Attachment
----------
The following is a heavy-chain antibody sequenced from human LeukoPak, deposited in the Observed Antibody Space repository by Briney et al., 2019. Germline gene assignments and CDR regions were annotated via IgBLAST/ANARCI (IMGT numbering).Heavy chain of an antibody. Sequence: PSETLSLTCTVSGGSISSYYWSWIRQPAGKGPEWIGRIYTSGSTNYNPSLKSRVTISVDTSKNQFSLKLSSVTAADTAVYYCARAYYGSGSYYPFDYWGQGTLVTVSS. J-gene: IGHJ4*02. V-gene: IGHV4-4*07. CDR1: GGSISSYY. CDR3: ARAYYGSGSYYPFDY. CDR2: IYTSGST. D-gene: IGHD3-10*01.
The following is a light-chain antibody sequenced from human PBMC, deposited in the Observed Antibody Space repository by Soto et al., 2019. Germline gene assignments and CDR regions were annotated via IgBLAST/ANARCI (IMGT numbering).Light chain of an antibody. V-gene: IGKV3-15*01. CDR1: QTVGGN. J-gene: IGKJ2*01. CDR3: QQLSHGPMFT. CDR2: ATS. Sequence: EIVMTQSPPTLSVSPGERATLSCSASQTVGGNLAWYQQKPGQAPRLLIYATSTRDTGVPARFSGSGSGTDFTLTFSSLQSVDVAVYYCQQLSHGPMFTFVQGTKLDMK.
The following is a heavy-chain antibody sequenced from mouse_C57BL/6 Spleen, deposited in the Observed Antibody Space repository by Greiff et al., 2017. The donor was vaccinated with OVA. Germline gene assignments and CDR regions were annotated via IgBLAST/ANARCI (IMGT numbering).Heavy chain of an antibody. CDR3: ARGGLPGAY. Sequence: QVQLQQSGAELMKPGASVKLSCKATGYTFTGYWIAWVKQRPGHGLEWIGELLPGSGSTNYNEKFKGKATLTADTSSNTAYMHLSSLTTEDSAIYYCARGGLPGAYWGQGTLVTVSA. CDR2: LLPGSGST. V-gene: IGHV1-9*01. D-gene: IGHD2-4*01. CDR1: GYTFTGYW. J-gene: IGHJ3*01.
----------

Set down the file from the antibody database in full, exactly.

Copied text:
The following is a heavy-chain antibody sequenced from human LeukoPak, deposited in the Observed Antibody Space repository by Briney et al., 2019. Germline gene assignments and CDR regions were annotated via IgBLAST/ANARCI (IMGT numbering).Heavy chain of an antibody. Sequence: PSETLSLTCTVSGGSISSYYWSWIRQPAGKGPEWIGRIYTSGSTNYNPSLKSRVTISVDTSKNQFSLKLSSVTAADTAVYYCARAYYGSGSYYPFDYWGQGTLVTVSS. J-gene: IGHJ4*02. V-gene: IGHV4-4*07. CDR1: GGSISSYY. CDR3: ARAYYGSGSYYPFDY. CDR2: IYTSGST. D-gene: IGHD3-10*01.
The following is a light-chain antibody sequenced from human PBMC, deposited in the Observed Antibody Space repository by Soto et al., 2019. Germline gene assignments and CDR regions were annotated via IgBLAST/ANARCI (IMGT numbering).Light chain of an antibody. V-gene: IGKV3-15*01. CDR1: QTVGGN. J-gene: IGKJ2*01. CDR3: QQLSHGPMFT. CDR2: ATS. Sequence: EIVMTQSPPTLSVSPGERATLSCSASQTVGGNLAWYQQKPGQAPRLLIYATSTRDTGVPARFSGSGSGTDFTLTFSSLQSVDVAVYYCQQLSHGPMFTFVQGTKLDMK.
The following is a heavy-chain antibody sequenced from mouse_C57BL/6 Spleen, deposited in the Observed Antibody Space repository by Greiff et al., 2017. The donor was vaccinated with OVA. Germline gene assignments and CDR regions were annotated via IgBLAST/ANARCI (IMGT numbering).Heavy chain of an antibody. CDR3: ARGGLPGAY. Sequence: QVQLQQSGAELMKPGASVKLSCKATGYTFTGYWIAWVKQRPGHGLEWIGELLPGSGSTNYNEKFKGKATLTADTSSNTAYMHLSSLTTEDSAIYYCARGGLPGAYWGQGTLVTVSA. CDR2: LLPGSGST. V-gene: IGHV1-9*01. D-gene: IGHD2-4*01. CDR1: GYTFTGYW. J-gene: IGHJ3*01.